Headers provide strong sequence numbers that are set by the sender and prevent the host re-ordering messages, a "topic" string field that is more useful than a port number (e.g. can identify what it's about, be mapped to message queue names), and applications can put their own data in the envelope part of the headers thus enabling hosts to see part of the messages. This can frequently be a useful design pattern.

Framing. A typical need with any socket or stream based transport is to add framing on top, because the application really needs to work with messages. In textual protocols framing can be remarkably tricky to get right, as user or attacker controlled data may be placed inside a message, meaning any characters that mark the end of a message need to be escaped. This can go wrong in a variety of interesting ways. Mail by its nature delimits messages such that you can always tell where they begin and end, without needing to impose your own framing on top.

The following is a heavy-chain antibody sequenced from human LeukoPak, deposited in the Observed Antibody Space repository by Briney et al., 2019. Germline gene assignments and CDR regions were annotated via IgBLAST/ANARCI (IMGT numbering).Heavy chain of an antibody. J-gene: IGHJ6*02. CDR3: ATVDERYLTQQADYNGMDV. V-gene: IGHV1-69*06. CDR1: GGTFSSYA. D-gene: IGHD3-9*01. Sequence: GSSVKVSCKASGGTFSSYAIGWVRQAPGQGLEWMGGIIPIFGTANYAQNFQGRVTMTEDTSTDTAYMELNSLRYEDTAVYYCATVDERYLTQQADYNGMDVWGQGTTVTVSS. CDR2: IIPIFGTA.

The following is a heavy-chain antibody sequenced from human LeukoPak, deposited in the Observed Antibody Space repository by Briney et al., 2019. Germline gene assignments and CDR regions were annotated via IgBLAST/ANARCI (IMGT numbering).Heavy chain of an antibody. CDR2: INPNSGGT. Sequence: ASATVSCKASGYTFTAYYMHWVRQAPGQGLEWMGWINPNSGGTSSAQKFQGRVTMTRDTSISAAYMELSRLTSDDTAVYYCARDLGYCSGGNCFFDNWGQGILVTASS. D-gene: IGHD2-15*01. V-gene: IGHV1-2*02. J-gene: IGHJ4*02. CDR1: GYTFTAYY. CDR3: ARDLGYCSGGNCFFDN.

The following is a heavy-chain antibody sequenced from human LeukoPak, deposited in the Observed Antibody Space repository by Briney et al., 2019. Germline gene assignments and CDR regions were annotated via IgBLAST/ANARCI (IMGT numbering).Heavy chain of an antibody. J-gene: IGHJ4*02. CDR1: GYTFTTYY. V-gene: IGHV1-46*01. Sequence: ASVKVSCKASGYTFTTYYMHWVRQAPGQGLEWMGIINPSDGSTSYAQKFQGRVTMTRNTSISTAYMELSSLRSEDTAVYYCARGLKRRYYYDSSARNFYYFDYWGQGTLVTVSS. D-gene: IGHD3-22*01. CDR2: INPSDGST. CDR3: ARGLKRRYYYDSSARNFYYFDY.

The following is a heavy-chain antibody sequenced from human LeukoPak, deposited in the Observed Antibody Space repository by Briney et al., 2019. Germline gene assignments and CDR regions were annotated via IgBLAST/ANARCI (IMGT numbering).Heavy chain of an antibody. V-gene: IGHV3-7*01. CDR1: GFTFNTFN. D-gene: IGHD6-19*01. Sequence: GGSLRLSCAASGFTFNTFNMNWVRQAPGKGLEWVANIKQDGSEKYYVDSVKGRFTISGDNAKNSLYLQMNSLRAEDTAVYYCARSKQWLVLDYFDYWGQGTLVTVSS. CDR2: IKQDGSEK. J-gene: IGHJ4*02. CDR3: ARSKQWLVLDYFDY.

Future features

We plan to add additional features to the mail API in upcoming releases:

Padding. The body of a mail will be automatically padded to reduce or eliminate size-based side channel attacks. The size of a message won't give away information about the contents. See side channel attacks.

Storage. Mail will be stored by the host process. Often an enclave is implementing a form of batch job. By allowing the host to handle storage of messages, mail allows it to delay starting the enclave until enough data has arrived. This in turn allows the host to best utilise the limited pool of encrypted RAM available for enclaves.